Why did Judas betray Jesus with a kiss? Greeting people with a kiss was common in Jewish culture, but why did he not just point Jesus out? Why pretend to be on Jesus’ side right till the end? Was there any significance to this act?
The story of Judas is one of the most tragic ones in history—sacred or secular. He was with the Lord Jesus for three and a half years. Jesus taught him from the Scriptures and would’ve had numerous conversations besides. Judas was also a witness to all that Jesus did. And yet, he did not have a genuine relationship with Jesus; he remained a son of perdition (John 17:12).
From the beginning, Jesus knew that Judas would betray Him. It doesn’t mean that, in choosing him, Jesus was setting up a plot for His betrayal. Neither was the choice a wrong one. Jesus, as the Perfect Man, chose Judas as His disciple.
The question before us now is twofold: the reason for betraying Jesus with a kiss and why Judas would’ve wanted to pretend as His friend even then. Though we have the incident narrated in all three synoptic Gospels, we do not find direct answers to either question anywhere. Thus we have to depend on logical deductions from the narratives in Matthew 26.48; Mark 14.44; Luke 22.47.
Before looking for the logical deductions from Scripture, here is an alternative attempt to answer the question. In dealing with this question in the Jan-Feb 2014 issue of Biblical Archaeological Review, Hershel Shank refers to a book titled ‘Pseudo-Cyril of Jerusalem On the Life and the Passion of Christ’. It is a new translation of an eighth-century Gnostic Gospel, written by Dutch scholar Roelof van den Broek. In the book, van den Broek claims that Judas had to kiss and betray Jesus as He could change His features—colour, height, hair, and even His appearance as a whole.
The story of Judas is one of the most tragic ones in history—sacred or secular
While it is true that Jesus could appear differently in various times, it was not the norm. Even when he appeared as a stranger after the resurrection, it had specific purposes. Besides this, we do not find Him as a shape-changer. Thus this explanation is only wild imagination without Scriptural support.
Let us note a few things first. We know that there was a crowd around when Jesus was arrested (Matthew 26:47). As it was late into the night, we can assume that it was dark in the garden of Gethsemane. And people might not always remember the facial features of a person.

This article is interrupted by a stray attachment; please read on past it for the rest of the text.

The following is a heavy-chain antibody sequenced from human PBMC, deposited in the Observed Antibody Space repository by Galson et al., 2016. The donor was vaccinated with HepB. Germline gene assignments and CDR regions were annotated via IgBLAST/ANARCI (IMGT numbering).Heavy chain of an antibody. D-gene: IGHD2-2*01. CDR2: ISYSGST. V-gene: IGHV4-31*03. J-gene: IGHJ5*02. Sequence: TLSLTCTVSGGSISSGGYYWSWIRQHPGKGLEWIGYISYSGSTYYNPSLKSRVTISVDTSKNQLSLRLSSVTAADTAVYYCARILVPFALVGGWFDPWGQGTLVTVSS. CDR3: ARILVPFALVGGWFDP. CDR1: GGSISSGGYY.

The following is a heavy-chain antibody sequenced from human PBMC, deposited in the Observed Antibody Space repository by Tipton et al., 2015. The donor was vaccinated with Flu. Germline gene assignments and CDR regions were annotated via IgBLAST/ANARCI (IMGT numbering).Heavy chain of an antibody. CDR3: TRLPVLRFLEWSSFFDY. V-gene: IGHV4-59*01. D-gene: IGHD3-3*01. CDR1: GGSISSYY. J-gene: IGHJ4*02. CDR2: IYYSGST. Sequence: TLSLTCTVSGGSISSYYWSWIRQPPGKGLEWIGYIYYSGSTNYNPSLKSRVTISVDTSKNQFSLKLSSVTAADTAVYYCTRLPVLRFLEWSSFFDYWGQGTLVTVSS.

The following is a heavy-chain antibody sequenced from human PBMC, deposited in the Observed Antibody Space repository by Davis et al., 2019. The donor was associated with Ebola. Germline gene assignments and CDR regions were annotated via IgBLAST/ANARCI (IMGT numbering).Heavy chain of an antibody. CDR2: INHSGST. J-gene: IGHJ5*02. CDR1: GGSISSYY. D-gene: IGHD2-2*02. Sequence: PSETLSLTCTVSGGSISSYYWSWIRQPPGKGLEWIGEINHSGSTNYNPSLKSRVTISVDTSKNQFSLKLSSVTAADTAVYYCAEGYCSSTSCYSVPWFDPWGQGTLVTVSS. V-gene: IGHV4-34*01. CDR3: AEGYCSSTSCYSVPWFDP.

DA Carson writes: “The need for pointing out the right man was especially acute, not only because it was dark, but because, in a time long before photography, the faces of even great celebrities would not be nearly so widely known as today” (Expositor’s Bible Commentary: Matthew, p. 546). Also, the Jewish authorities would have been keen not to arrest the wrong person.
In Jewish custom—as in most of the world—a kiss symbolises affection and respect. And Judas used it for the most treacherous act, the betrayal of the Son of Man!
But Judas could have identified Jesus by touching—even simply pointing to—Him. Why did he still pretend to be a friend by kissing Him? Jesus had never insulted Judas publicly for what he was going to do. He did not expose him before the Twelve. Even in the Upper Room, Jesus did not make it evident to others that Judas would betray Him. When Judas walked out, they would’ve had no reason to suppose evil intentions.
Thus, he was in the good books of the others till the betrayal in Gethsemane. Even when he came and kissed Jesus, they would’ve only perceived it the same way as he would’ve done it at other times. There was no reason to show his real nature till then. Thus he acted as a friend and used the symbol of friendship and affection to greet Jesus at his return.
The infinite love and grace of our Lord become starkly evident against the dark backdrop of the night
Jesus’ response to the kiss might have shocked Judas to the core. “… Judas, would you betray the Son of Man with a kiss?” (Luke 22:48), He asked. Judas never had an accurate understanding of the Lord. He might have thought of Him as a mere ‘miracle worker’.
The kiss of betrayal is significant. That Jesus would let Judas kiss Him, knowing full well everything that was about to happen, shows that He kept the doors open for him to return. The pointed question was to stir his conscience. The infinite love and grace of our Lord became starkly evident against the dark backdrop of the night.
The betrayal also fulfils the prophecies about the Messiah in the Psalms. David says, “Even my close friend in whom I trusted, who ate my bread, has lifted his heel against me” (Psalms 41:9). “For it is not an enemy who taunts me—then I could bear it; it is not an adversary who deals insolently with me—then I could hide from him. But it is you, a man, my equal, my companion, my familiar friend. We used to take sweet counsel together; within God’s house we walked in the throng (Psalms 55:12-14). Though these texts immediately applied to David, the ultimate fulfilment was to happen with the Messiah.
The treachery also instructs us about Satan’s methods. He energised and worked in Judas to use a symbol of affection and honour to betray the Son of Man—to commit the vilest act ever. Satan acts in subtlety many times. That’s why the Bible instructs us to beware, examine, and prove all things (1 Thessalonians 5:21-22).
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